Grinders use diamond discs or pads to grind and hone the concrete. There are multiple types of diamond discs that are used in progression to shape and smooth the concrete.
For coarse grinding where large amounts of material must be removed quickly (such as when glass, stone or other embedments must be exposed), a coarse turbo-cup wheel is used. Turbo-cups are rigid, all metal discs that have thick, diamond impregnated metal segments mounted along the outer edge of the disc’s face.
Turbo-cups come in a variety of styles and sizes. The most useful are coarse discs that are 5” or 6” in diameter. Larger diameters spin faster (and therefore cut faster) and are more stable and less likely to dig into the concrete. Smaller diameter turbo-cups are useful for smaller sections of concrete and for edges. A special edge wheel is available that has a smoother face and wider diamond segments. Some turbo-cups are designed to be run dry or wet; it depends on the style and manufacturer.
To smooth the concrete after grinding with a turbo-cup wheel, or to perform light grinding on concrete that does not have embedments in it, coarse resin diamond pads are used. Diamond pads are thin, flexible, Velcro-backed, diamond-impregnated plastic discs that stick to a Velcro faced backer pad. Some are designed for wet grinding, and others are designed for dry grinding. The backer pad can be flexible or rigid, and can be either plastic or metal.
Diamond pads come in a variety of grits, from 50 (coarse) to over 3000 (ultra fine). Generally diamond pads at the coarser range (50 grit to 200 grit) are used for honing, while finer grits(400 to 3000 grit) are used for polishing.
It is important not to skip grits. Each diamond pad (e.g. 200 grit) removes the scratches left by the previous diamond pad (e.g. 100 grit), but a 200 grit diamond pad is not able to remove scratches left by a 50 diamond pad, for example.
It’s unnecessary to use a grit finer than 200 (or so), unless a polished, bare concrete finish is desired. Usually only the 50 to 200 grits are used. A 200 grit disc produces a very smooth but matte surface. Most topical sealers will not stick to a surface honed finer than 200 grit. Even if a sealer will stick to a polished surface it is often impossible to tell the difference between a sealed concrete surface honed to 3000 grit and a sealed concrete surface honed to only a 200 grit. Essentially, polishing concrete is a waste of time if a topical sealer is used.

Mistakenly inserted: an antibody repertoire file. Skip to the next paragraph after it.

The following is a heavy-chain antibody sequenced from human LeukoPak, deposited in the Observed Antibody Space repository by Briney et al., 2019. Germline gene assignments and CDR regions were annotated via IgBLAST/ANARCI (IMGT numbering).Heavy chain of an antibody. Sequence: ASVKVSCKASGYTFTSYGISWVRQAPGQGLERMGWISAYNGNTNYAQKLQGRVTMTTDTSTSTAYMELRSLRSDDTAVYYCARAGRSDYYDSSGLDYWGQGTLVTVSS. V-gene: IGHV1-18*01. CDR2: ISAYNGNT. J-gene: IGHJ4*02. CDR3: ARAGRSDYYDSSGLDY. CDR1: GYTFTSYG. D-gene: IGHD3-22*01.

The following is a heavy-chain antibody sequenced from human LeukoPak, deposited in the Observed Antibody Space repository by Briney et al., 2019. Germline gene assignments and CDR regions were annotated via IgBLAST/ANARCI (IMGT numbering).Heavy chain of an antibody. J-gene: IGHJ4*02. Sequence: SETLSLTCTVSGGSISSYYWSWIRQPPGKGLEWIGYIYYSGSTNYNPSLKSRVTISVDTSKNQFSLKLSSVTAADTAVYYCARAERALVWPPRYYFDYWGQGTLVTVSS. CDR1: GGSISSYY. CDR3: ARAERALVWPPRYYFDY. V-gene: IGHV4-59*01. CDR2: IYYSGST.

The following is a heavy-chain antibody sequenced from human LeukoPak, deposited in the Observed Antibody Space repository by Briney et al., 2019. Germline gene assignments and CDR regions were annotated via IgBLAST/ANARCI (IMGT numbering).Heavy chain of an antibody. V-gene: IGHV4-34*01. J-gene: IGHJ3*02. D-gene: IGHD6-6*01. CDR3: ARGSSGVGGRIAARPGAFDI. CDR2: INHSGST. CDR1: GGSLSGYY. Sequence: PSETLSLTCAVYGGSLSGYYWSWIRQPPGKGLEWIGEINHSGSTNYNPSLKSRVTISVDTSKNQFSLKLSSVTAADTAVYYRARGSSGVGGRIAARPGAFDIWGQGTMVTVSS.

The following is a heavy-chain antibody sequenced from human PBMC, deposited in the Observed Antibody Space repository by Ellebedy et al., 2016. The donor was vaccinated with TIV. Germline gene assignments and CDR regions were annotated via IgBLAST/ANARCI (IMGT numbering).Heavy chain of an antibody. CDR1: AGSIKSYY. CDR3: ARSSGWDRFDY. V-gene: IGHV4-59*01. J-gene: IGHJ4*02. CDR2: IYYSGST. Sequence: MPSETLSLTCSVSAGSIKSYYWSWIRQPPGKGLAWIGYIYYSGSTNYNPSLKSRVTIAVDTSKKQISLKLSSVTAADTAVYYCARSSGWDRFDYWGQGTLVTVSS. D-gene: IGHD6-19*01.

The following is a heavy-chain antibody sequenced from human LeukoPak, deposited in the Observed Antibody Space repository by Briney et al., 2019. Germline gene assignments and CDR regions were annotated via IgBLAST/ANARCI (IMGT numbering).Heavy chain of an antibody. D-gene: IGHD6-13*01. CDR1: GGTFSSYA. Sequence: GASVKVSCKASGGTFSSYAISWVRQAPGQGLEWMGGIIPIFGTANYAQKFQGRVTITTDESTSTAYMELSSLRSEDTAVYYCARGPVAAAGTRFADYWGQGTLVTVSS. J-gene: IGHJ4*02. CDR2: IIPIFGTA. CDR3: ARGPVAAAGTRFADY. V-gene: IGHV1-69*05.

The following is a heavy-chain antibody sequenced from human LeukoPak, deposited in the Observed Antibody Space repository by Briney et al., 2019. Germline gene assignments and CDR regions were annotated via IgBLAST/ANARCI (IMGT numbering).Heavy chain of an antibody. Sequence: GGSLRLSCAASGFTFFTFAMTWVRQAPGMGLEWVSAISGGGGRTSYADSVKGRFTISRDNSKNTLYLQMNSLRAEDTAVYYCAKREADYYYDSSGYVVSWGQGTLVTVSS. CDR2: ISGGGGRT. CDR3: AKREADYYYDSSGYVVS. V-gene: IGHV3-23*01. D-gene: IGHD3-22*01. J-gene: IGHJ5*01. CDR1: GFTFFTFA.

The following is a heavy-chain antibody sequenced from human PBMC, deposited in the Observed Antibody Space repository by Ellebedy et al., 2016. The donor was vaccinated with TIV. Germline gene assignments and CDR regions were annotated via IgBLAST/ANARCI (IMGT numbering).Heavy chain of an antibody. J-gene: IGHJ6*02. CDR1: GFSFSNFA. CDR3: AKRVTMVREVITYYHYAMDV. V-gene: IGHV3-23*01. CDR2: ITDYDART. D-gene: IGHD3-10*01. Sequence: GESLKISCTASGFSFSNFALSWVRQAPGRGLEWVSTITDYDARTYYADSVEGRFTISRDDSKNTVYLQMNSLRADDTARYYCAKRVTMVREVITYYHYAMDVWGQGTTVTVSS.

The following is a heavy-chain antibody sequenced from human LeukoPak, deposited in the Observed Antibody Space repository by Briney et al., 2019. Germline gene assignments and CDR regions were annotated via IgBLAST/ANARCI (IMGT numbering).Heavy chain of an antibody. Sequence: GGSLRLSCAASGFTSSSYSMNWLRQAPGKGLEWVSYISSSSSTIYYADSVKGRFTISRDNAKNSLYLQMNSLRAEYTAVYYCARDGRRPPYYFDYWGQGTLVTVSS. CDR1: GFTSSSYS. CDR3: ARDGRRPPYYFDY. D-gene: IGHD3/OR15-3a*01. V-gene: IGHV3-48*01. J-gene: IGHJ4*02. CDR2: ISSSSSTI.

Also, most coating sealers will not stick to a surface that is dry ground (versus wet ground), even if only up to 200 grit is used. Click here for an article about why.
If you do want to create a polished surface that you will apply only a penetrating sealer or densifer to, then continue the grit progression all the way to 3000. If you are using a densifer (a.k.a. hardener), it is often applied after honing, at grit 200. The densifier makes the cement paste hard so that it can be polished. Once the densifier takes effect (the length of time depends on the type of densifier, but some lithium densifiers start to work right away), polishing proceeds from the 400 grit onwards.
Do not skip grits. Each grit in the progression is designed to smooth out scratches from the previous grit. A 3000 grit pad is incapable of smoothing out scratches from a 200 grit pad, no matter how long you grind.
Not all diamond pads are created equal. See this article for an explanation of why. The CCI diamond pads are specifically designed for concrete countertops.